Years ago I studied irrigation at the University of Wageningen. Already in the first year it became clear that irrigation is not simply about managing land and water, but that it involved much more. There is the agricultural and land tenure aspects to consider, the institutional, political and legal issues to deal with, the economic side of it all, the environmental impact and of course the people, their tradition and culture, and their similarities and differences to take into account.
To my delight the study covered most of these subjects, and a wealth of new knowledge was made available to us students. Even though I was interested in almost all the aspects, I was especially interested in the social, institutional and organisational issues as well as the human resources and organisational development.
Even though my intention to work in irrigation sector, at the start of my career I ended up working in the drinking water and sanitation sectors. And have done for many years. Like irrigation, and many other areas, drinking water and sanitation is also a multi-faceted area. Very interesting, with always something new to learn, especially when working in multi-disciplinary teams. But somehow I always regretted not to have worked at least once in the irrigation sector.
So when I was contacted to join a team to work in irrigation in Niger, I didn’t have to think twice. It is true that in Niger security is an issue and that many embassies advise against travelling there. However, I had been to Niger before, and had good memories of working with the team from Plan International. And I don’t regret my decision.
Unfortunately I could join the team only the last week of the mission. A shame because I missed the part I love most: field trips to the different sites (this time, complete with military protection).
What I enjoy
Travelling and working together, meeting potential beneficiaries, getting to know the institutions and people involved in implementation and getting a feel of the potential sites. Discussing the opportunities, possible constraints, anticipated benefits and changes which a new or improved irrigation scheme might bring to the community.
Instead, I had meetings with a large number of professionals working on different projects and based in the capital, Niamey. People who, from their experience, could tell me about the realities in the field. During the various discussions the complexity of the matter unfolded and I saw again how intricate this work can be.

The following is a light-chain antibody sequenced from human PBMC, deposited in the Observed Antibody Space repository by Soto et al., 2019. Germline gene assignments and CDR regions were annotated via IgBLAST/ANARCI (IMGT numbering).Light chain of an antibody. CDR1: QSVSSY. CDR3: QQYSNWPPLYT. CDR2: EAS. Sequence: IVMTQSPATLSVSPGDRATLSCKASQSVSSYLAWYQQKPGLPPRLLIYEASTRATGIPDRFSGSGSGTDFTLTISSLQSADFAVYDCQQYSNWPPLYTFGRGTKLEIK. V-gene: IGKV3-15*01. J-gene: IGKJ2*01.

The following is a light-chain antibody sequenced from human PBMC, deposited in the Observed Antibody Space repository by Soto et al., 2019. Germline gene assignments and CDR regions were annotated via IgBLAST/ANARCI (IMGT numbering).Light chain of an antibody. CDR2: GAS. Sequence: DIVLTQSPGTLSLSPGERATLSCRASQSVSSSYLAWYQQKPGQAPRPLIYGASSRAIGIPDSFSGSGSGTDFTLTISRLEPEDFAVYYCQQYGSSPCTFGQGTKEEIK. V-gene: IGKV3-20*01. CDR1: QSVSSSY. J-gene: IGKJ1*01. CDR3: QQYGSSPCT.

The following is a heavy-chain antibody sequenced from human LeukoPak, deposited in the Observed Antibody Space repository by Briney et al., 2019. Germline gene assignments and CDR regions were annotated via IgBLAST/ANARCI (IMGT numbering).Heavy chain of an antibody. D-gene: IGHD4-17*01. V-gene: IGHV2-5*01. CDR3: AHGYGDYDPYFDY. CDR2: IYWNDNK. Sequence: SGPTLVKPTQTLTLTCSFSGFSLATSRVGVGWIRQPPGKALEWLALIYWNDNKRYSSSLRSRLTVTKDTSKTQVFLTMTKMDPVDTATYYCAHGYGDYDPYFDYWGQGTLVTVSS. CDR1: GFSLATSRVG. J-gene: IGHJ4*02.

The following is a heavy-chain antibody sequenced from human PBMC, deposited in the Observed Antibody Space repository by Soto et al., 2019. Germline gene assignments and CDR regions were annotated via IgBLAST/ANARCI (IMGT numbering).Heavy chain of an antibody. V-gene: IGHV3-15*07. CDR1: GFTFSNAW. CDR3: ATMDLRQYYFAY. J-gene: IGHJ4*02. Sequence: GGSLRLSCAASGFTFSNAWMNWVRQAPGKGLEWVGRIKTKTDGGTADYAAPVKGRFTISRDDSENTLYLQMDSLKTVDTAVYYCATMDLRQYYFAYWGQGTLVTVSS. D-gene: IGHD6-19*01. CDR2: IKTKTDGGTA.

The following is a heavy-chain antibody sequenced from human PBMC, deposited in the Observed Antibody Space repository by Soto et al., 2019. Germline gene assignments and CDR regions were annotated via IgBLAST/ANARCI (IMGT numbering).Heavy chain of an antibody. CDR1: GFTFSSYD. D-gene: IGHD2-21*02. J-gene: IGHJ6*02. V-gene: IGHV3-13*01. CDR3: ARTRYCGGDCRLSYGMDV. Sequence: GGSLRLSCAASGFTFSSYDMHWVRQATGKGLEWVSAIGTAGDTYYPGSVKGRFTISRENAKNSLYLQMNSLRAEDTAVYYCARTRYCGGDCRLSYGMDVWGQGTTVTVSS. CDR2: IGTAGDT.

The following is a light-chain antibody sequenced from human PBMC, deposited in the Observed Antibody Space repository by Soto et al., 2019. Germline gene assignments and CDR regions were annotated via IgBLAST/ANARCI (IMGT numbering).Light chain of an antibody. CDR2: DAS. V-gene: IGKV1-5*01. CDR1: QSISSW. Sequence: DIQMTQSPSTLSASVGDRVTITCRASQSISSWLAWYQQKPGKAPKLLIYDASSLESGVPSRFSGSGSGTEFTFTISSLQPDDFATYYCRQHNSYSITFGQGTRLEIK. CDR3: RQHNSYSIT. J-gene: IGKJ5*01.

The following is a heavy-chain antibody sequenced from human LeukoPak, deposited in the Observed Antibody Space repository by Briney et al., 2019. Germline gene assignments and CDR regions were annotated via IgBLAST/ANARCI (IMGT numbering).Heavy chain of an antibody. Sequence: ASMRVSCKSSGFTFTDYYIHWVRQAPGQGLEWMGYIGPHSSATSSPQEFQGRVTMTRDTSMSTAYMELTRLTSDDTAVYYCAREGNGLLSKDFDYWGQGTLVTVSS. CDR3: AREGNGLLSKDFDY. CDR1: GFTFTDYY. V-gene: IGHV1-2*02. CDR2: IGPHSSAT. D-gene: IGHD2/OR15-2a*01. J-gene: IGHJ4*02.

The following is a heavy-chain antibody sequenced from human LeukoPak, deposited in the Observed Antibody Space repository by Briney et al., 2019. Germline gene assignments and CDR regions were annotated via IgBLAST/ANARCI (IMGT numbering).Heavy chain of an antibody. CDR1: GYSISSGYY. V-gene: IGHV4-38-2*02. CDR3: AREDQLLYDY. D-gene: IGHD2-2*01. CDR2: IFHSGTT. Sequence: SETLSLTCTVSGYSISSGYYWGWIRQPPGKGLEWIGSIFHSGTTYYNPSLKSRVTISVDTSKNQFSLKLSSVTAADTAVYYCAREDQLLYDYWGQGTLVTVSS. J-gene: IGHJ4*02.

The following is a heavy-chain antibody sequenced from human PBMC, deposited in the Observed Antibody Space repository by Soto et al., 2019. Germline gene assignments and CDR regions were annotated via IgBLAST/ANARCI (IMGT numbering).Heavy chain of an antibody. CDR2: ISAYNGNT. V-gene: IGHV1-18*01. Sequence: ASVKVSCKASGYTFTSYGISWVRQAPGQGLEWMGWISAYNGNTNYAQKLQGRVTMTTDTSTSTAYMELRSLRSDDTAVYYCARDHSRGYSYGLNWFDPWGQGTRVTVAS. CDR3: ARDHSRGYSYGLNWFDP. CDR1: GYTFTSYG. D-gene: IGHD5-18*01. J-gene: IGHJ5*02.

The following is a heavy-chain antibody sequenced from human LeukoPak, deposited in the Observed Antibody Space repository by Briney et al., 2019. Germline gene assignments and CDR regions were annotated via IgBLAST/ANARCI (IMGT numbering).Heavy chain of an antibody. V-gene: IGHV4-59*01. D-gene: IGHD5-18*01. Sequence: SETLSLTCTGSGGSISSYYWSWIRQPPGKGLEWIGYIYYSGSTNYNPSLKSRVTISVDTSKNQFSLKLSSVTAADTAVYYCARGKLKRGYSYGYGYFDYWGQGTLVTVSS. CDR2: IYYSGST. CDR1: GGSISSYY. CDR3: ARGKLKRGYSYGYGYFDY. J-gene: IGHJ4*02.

My role is to ensure that the programme will adopt a social and gender perspective. For this, it is important to understand the needs and interests of the end-users – women, men, young and old – to assess potential benefits of the proposed interventions, to assess the risks and to be able to propose additional measures to ensure that the new or rehabilitated schemes will have a positive impact in reducing the existing gender and poverty disparity.
In the existing studies, all carried out in the previous century, there is no information about these issues. Households are considered as single entities in which everyone has the same interest.
And, like here in Europe, that is a too simplistic view of reality. Women and men have each their own responsibilities in the household and most likely different access to land. For example, where men might own land, women might only have access to cultivate land in a particular season. They have their own activities to earn money, where men might be involved in rice cultivation, women might cultivate vegetable crops and only be involved in processing the rice.
And because of all these differences between men and women, young and old, and also between different socio-economic groups, the construction of a new irrigation scheme, and even the rehabilitation of an existing scheme, will have a different impact on each. Like in the old days, when the construction of polders had a different effect on those who were earning money from fishing, or those who were farmers looking for more and better land.
A fair deal
In the case of Niger, land will pass from private owned land to state owned lands. Landowners who lose their previously owned plot will be compensated with a new, but smaller plot in the new the irrigation scheme. So potentially, there is room to allocate plots to those who previously did not own land, for example youth, women or the heads of families who had no land.
But will they be offered the opportunity? And are they interested, willing and/or able to take the responsibility and successfully cultivate in an irrigation scheme? And can they participate in the management of the scheme, negotiate suitable times to irrigate? And what if the harvest falls short? Do they have the financial backup to compensate for a bad year and pay all the costs involved (pumping cost, seeds, fertiliser)?
And what about all those technicians involved in the process? Are they aware of the social and gender issues at stake? Do policies and strategies that support the social and gender sensitive implementation at national and regional level exist? And if they exist, are they being implemented?
So even though as a team we have made a good start, there are still a large number of issues to be addressed and a long and interesting way to go before we can write a final report with our recommendations. And I hope I will be able to make a meaningful contribution, both to increase agricultural production, an important national goal, and contribute to reducing the social and gender inequality, at least on the sites where the programme will be implemented.
And I hope this will be continued…
Thanks to my colleagues for the photos